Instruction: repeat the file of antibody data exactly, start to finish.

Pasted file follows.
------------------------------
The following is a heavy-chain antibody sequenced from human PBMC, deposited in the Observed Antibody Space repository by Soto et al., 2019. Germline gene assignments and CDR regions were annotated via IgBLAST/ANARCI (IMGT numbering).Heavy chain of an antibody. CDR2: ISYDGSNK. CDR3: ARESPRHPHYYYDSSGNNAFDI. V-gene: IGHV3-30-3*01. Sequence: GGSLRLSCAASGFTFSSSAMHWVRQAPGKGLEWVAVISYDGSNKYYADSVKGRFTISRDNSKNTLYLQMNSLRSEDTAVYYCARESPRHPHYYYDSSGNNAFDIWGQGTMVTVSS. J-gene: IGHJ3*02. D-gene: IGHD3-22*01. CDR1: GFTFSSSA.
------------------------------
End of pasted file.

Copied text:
The following is a heavy-chain antibody sequenced from human PBMC, deposited in the Observed Antibody Space repository by Soto et al., 2019. Germline gene assignments and CDR regions were annotated via IgBLAST/ANARCI (IMGT numbering).Heavy chain of an antibody. CDR2: ISYDGSNK. CDR3: ARESPRHPHYYYDSSGNNAFDI. V-gene: IGHV3-30-3*01. Sequence: GGSLRLSCAASGFTFSSSAMHWVRQAPGKGLEWVAVISYDGSNKYYADSVKGRFTISRDNSKNTLYLQMNSLRSEDTAVYYCARESPRHPHYYYDSSGNNAFDIWGQGTMVTVSS. J-gene: IGHJ3*02. D-gene: IGHD3-22*01. CDR1: GFTFSSSA.